Skeleton stories

Here is the skeleton of the beginning of a story. It comprises merely the bare
bones. It needs fleshing out.

A person walks on some grass.
The person does not like the weather.
The person comes to a hole.
There is a loud noise.

As it stands, it means nothing. To form a clearer mental picture, you might need to ask a few questions such as:

— Is this person me or someone else? Is the story written in the first person, I, or the second person, he, she?
— Is the grass a lawn, sports field, paddock (meadow), countryside, outback (the bush), or — some other area covered by grass?
— Is the weather too hot, too cold, too wet, too windy, or what?
— Is the hole in the ground, in a tree, in a fence, or where?
— Is the noise thunder, people, a brass band, a cow, a helicopter, or what?

You really need to know why the person is there. Think of the possibilities in interpreting the outline:

— You are playing golf on a hot day and the crowd cheers when you score a hole in one.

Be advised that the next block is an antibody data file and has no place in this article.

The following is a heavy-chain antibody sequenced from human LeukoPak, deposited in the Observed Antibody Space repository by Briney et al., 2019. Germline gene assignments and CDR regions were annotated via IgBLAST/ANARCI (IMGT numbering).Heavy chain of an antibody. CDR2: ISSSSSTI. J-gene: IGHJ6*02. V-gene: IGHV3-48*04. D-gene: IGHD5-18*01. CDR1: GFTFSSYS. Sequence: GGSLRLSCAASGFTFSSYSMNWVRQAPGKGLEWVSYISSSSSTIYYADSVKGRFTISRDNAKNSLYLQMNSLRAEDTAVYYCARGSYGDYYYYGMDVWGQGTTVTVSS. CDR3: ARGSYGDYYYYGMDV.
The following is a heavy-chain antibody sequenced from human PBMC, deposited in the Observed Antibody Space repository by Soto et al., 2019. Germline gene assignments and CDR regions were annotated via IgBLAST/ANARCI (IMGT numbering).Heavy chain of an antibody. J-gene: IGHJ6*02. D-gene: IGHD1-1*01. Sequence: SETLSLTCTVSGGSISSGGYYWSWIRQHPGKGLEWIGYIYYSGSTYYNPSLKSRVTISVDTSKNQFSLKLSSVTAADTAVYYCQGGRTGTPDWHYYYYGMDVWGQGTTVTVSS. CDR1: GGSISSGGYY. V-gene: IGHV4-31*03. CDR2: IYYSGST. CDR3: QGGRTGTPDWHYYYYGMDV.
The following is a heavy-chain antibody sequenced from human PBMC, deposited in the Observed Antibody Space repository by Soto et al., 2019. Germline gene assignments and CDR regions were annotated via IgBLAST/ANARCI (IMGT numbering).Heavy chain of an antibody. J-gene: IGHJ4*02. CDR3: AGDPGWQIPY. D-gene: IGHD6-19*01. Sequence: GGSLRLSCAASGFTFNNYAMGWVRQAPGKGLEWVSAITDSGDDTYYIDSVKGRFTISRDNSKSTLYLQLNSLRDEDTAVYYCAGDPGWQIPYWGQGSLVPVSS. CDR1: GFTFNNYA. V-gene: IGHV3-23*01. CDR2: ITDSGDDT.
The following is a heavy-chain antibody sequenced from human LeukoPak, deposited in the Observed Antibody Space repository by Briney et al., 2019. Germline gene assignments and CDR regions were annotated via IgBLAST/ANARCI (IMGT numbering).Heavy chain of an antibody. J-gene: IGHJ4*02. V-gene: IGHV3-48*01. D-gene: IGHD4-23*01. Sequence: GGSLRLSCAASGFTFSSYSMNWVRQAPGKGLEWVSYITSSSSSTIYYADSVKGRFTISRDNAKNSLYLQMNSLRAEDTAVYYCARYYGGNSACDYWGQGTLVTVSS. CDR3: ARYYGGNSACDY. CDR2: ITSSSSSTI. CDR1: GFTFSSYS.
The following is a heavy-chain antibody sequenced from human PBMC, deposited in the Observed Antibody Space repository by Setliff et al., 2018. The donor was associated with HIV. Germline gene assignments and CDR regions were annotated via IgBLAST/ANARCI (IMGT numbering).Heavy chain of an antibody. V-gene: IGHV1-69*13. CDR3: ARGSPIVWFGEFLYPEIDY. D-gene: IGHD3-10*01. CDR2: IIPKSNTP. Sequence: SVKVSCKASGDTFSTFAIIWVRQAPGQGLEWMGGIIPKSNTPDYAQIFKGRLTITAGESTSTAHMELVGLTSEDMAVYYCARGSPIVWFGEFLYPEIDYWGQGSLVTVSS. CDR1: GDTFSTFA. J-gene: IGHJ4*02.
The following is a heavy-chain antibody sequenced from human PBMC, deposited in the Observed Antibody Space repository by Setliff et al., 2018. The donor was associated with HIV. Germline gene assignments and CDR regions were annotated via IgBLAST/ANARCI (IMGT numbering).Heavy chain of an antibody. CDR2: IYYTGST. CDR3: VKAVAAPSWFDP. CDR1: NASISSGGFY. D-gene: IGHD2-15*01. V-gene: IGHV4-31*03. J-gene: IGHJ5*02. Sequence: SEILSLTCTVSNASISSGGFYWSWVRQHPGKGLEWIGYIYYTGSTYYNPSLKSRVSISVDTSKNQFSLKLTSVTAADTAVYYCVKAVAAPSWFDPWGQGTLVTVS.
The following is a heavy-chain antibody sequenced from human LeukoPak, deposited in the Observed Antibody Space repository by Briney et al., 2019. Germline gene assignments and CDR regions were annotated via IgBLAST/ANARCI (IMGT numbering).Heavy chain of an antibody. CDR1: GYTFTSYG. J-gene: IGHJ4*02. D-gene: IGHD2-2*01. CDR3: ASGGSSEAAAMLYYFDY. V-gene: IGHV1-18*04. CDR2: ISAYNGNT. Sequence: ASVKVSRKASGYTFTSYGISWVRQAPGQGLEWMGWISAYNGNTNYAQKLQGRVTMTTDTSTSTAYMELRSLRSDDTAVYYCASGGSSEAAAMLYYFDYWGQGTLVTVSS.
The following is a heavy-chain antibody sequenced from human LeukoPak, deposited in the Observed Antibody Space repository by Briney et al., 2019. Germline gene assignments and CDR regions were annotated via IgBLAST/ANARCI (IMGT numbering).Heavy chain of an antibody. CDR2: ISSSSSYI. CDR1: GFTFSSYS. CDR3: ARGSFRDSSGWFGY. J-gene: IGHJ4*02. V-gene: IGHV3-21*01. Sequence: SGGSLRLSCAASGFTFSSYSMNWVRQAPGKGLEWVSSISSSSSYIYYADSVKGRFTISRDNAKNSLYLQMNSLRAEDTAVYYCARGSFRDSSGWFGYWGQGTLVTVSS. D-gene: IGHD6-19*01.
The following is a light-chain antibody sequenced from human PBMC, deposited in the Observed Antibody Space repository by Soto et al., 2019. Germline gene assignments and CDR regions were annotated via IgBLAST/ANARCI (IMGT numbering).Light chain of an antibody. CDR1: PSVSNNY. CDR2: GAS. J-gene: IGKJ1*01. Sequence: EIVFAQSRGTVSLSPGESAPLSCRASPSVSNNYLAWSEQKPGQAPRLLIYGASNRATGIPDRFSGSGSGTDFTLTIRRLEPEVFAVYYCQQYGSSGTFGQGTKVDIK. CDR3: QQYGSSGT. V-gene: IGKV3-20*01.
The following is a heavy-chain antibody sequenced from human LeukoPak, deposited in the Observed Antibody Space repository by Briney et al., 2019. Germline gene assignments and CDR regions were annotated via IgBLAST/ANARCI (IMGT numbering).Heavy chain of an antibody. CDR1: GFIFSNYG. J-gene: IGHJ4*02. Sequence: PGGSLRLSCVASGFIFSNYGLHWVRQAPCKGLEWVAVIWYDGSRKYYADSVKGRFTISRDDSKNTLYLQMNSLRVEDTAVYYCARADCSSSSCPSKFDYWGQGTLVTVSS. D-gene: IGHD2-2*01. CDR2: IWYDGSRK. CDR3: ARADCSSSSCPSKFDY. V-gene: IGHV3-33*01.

— A girl is wandering through a field on a cold and windy day. She comes across a small hole the ground, like a rabbit hole. She kicks at it with her foot. Her foot hits against something very hard. She yells in pain.

— A young man is exploring in an old farm. It has been deserted for many years. Clouds are gathering in the sky and he is dressed only in light clothes. As he searches round the outside of an old barn, he finds a broken window. Rain starts to pour, and he’s soaked, but he is determined to find out what’s in the barn. There is a deafening clap of thunder just as he peers through and realises the terrible truth.

Each writer will interpret the outline quite differently, and add their own fleshy bits to the skeleton. Nobody is “right” and nobody is “wrong”. Every interpretation is valid. The most interesting part of this process is to have a group of people work on the same outline at the same time, and compare notes when they have finished. Of course, they must not talk to each other while they are writing.

Here is a starter-skeleton based on one I have used with great success many times. Have a go, preferably with some friends, and see what happens:

A person is walking among some trees.
There is some water.
The person finds something that has four legs.
The person comes to a wall.

Go to Words, thesauruses and logic

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